Why state enterprises will never be fixed
State-owned enterprises can never succeed no matter who runs them, argues Leon Louw of the Free Market Foundation, because the normal disciplines of the market are absent. Managers will serve their political masters, knowing they will be fired if they don't.
We suffer from ignorance and denialism about the reason our nationalised undertakings (state-owned enterprises or SOEs) are doomed to failure. CEOs, chairpersons and directors are so commonly replaced or suspended in a futile and desperate bid to defy reality that staff seldom know nor care who their bosses are.
When she announced Eskom’s latest chair and CEO, Public Enterprises Minister Lynne Brown said "they are part of my ongoing interventions to stabilise Eskom". Ongoing means in perpetuity. Conventional wisdom holds that what troubled SOEs need is good management. Five SOEs were lamented in last week’s press. In 2012, Leadership magazine mentioned a "long list of troubled SOEs" and said "besides management upheavals, a number of public enterprise ministers have been replaced".
The symbiotic twin of the leadership myth is that SOEs were efficient during apartheid. Eskom supposedly supplied the world’s cheapest electricity without subsidies, and the Post Office supposedly delivered post efficiently. Exposing the full extent of apartheid SOE mythology is, for present purposes, peripheral.
Suffice it to say that, under apartheid, SOEs received generous cross-subsidies in the form of capital, services and land provided by other departments; the government backed secured cheap loans; they served a small proportion of the population, as President Jacob Zuma pointed out controversially; and so on.
The failure to understand why SOEs are not successful explains, in part, the endless succession of new executives. It never occurs to those doing the appointing that the reason SOEs fail is their inherent nature, not poor leadership.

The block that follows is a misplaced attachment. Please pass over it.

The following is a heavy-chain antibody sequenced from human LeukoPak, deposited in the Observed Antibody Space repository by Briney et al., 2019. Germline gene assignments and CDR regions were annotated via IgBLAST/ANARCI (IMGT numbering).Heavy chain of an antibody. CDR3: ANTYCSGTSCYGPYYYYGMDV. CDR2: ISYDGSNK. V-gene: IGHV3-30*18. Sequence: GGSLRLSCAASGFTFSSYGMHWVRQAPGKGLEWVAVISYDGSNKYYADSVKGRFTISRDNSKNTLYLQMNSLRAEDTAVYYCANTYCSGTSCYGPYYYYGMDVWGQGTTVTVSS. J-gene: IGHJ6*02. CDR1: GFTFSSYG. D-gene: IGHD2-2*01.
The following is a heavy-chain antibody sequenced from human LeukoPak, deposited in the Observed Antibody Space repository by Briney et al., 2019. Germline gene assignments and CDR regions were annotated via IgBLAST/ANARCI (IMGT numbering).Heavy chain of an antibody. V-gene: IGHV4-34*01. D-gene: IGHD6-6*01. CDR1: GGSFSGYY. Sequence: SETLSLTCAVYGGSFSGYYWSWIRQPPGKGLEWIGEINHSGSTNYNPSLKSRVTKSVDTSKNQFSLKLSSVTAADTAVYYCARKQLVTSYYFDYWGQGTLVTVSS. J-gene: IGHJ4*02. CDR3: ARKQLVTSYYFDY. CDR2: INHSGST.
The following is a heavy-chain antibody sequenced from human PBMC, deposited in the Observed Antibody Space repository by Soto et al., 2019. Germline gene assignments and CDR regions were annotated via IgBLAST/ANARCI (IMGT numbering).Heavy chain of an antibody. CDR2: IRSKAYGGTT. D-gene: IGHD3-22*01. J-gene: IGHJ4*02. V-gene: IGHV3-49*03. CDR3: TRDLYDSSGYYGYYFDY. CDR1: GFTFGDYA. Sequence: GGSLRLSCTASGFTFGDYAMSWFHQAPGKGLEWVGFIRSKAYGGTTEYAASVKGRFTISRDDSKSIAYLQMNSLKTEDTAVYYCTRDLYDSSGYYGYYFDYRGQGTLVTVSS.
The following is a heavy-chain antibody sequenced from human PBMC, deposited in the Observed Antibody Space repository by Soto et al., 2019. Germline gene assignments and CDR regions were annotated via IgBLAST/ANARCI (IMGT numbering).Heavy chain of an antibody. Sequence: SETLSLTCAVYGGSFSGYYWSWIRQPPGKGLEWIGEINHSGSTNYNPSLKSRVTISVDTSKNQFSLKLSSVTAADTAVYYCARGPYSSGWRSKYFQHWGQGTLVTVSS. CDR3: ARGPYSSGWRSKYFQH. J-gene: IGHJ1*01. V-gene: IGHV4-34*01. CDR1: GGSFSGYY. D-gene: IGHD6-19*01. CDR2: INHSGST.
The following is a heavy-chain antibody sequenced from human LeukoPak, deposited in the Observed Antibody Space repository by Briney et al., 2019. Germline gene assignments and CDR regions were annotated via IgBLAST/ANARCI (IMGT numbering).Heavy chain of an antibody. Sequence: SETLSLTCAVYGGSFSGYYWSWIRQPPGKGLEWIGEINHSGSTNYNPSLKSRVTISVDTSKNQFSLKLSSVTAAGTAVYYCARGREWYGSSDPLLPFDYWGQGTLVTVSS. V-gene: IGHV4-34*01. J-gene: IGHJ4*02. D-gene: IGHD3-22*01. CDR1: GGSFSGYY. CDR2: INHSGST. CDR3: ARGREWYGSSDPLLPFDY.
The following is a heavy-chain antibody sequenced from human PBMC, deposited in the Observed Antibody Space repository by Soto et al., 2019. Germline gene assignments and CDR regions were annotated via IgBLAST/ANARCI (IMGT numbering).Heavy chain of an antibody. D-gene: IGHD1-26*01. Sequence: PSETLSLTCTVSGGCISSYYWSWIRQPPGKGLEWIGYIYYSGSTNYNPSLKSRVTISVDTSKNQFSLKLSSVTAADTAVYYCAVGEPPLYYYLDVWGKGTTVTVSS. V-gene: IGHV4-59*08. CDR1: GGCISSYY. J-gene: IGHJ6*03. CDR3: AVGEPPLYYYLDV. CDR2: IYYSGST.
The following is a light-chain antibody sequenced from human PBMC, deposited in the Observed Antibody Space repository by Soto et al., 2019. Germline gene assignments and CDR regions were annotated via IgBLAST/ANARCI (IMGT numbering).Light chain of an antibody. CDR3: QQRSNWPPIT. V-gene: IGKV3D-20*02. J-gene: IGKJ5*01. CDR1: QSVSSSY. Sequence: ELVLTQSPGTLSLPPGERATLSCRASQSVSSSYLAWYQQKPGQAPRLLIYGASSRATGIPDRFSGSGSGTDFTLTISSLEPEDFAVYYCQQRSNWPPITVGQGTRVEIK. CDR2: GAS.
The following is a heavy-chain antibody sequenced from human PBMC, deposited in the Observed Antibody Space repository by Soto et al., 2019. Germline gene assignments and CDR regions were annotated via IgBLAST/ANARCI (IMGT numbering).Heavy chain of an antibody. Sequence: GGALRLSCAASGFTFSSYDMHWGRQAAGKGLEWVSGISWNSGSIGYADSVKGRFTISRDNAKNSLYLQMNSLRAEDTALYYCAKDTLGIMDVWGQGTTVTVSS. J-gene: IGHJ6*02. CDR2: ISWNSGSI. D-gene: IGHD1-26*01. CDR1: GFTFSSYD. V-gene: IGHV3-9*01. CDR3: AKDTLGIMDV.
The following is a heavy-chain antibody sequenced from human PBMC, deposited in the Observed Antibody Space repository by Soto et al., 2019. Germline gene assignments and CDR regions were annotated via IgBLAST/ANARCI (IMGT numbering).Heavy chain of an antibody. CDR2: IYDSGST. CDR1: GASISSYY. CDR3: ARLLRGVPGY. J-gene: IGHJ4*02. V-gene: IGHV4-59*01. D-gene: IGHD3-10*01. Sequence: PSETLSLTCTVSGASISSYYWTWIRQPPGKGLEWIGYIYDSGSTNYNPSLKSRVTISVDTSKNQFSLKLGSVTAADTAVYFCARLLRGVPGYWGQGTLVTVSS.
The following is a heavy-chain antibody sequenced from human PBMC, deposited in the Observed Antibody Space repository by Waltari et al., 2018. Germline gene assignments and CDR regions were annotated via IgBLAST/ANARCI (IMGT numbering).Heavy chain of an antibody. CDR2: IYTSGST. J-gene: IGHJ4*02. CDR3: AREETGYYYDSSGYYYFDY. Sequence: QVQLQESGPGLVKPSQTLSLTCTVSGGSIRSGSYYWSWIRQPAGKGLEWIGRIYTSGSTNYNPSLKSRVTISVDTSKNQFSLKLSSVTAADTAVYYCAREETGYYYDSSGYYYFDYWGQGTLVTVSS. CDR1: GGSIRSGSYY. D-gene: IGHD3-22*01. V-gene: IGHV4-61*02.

One reason for the perennial and inevitable failure of SOEs is they entail negative or perverse incentives. Even where SOEs such as Eskom, South African Airways and the South African Broadcasting Corporation are nominally independent, the fact that politicians hire, fire and suspend their leadership means SOEs serve selfish management and short-term party-political ends at the expense of long-term efficiency.
Factors such as tenuous and politicised leadership appointments, monopoly protection, government subsidies and guarantees, and immunity from insolvency ensure that the self-interest of leadership conflicts with the interests of the people they are meant to serve.
The inability of political masters and underlings in leadership to benefit from improved performance, asset values or profitable efficiency promotes corruption and abuse. The lack of reward consistent with performance means that a busy, honest and efficient day that would be a good day in the private sector, tends to be a bad day in the government.
Without the discipline of vulnerable shareholders and investors, and with immunity from consumers free to choose alternatives, there are no efficiency drivers to speak of. These and related institutional realities make it impossible for SOEs to be efficient, regardless of leadership.
Imagined rare exceptions are not real. The most celebrated recent example is the US government bail-out after the 2008 "financial crisis" of nearly 1,000 companies that received more than $600bn and paid back $390bn plus $283bn in dividends and interest. The net government gain was $56bn. Apart from the fact that this was less over the period than would have been earned had the money been commercially invested or left with taxpayers, the crucial factor is that none of the companies were SOEs and none were nationalised. The articulated objective was temporary assistance to viable private companies.
Nothing can change the extent to which SOEs are doomed. We will continue to be impoverished and embarrassed by up to 200 failed SOEs until enlightenment and reality replace antiprivatisation fanaticism.
• Louw is executive director of the Free Market Foundation. This article first appeared in Business Day.